Systems and methods for drilling a well bore in a subsea formation from an offshore structure positioned on a water surface with a drill string that is suspended from the structure and includes a bottom hole assembly adapted to form a top hole portion of the well bore. A drilling fluid source on the offshore structure supplies drilling fluid through the drill string to the bottom hole assembly where the drilling fluid exits from the bottom hole assembly during drilling and returns up the well bore. A suction module is disposed at the sea floor and collects the drilling fluid emerging from the well bore. A pump module is disposed on a return line, which is in fluid communication with the suction module, at a position below the water surface and above the sea floor. The pump module is operable to receive drilling fluid from the suction module and pump the drilling fluid through the return pipe to the same offshore structure or a different offshore structure.
David E. Smith, Nils Lennart Rolland, Harald Hufthammer Roger Stave
Original Assignee: AGR Subsea, Inc.
Section: Fixed Constructions
Classification: Earth Or Rock Drilling; Mining
CROSS REFERENCE TO RELATED APPLICATIONS
STATEMENT REGARDING FEDERALLY SPONSORED RESEARCH OR DEVELOPMENT
BACKGROUND OF THE INVENTION
Embodiments of the invention relate to riserless mud return systems used in the oil production industry. More particularly, embodiments of the invention relate to a novel system and method for riserless mud return using a subsea pump suspended along a rigid mud return line.
Top hole drilling is generally the initial phase of the construction of a subsea well and involves drilling in shallow formations prior to the installation of a subsea blowout preventer. During conventional top hole drilling, a drilling fluid, such as drilling mud or seawater, is pumped from a drilling rig down the borehole to lubricate and cool the drill bit as well as to provide a vehicle for removal of drill cuttings from the borehole. After emerging from the drill bit, the drilling fluid flows up the borehole through the annulus formed by the drill string and the borehole. Because, conventional top hole drilling is normally performed without a subsea riser, the drilling fluid is ejected from the borehole onto the sea floor.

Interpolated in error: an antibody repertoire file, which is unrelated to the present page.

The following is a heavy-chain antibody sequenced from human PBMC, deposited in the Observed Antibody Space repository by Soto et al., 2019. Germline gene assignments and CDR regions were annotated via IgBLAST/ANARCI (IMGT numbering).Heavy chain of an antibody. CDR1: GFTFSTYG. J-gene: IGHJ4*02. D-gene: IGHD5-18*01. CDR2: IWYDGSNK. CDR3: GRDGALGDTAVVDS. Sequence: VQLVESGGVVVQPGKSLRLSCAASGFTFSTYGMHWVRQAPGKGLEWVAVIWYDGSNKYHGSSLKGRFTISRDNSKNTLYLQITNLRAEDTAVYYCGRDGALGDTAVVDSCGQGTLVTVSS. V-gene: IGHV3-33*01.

When drilling mud, or some other commercial fluid, is used for top hole drilling, the release of drilling mud in this manner is undesirable for a number of reasons, namely cost and environmental impact. Depending on the size of the project and the depth of the top hole, drilling mud losses during the top hole phase of drilling can be significant. In many regions of the world, there are strict rules governing, even prohibiting, discharges of certain types of drilling fluid. Moreover, even where permitted, such discharges can be harmful to the maritime environment and create considerable visibility problems for remote operated vehicles (ROVs) used to monitor and perform various underwater operations at the well sites.
For these reasons, systems for recycling drilling fluid have been developed. Typical examples of these systems are found in U.S. Pat. No. 6,745,851 and W.O. Patent Application No. 2005/049958, both of which are incorporated herein by reference in their entireties for all purposes. Both disclose systems for recycling drilling fluid, wherein a suction module, or equivalent device, is positioned above the wellhead to convey drilling fluid from the borehole through a pipeline to a pump positioned on the sea floor. The pump, in turn, conveys the drilling fluid through a flexible return line to the drilling rig above for recycling and reuse. The return line is anchored at one end by the pump, while the other end of the return line is connected to equipment located on the drilling rig.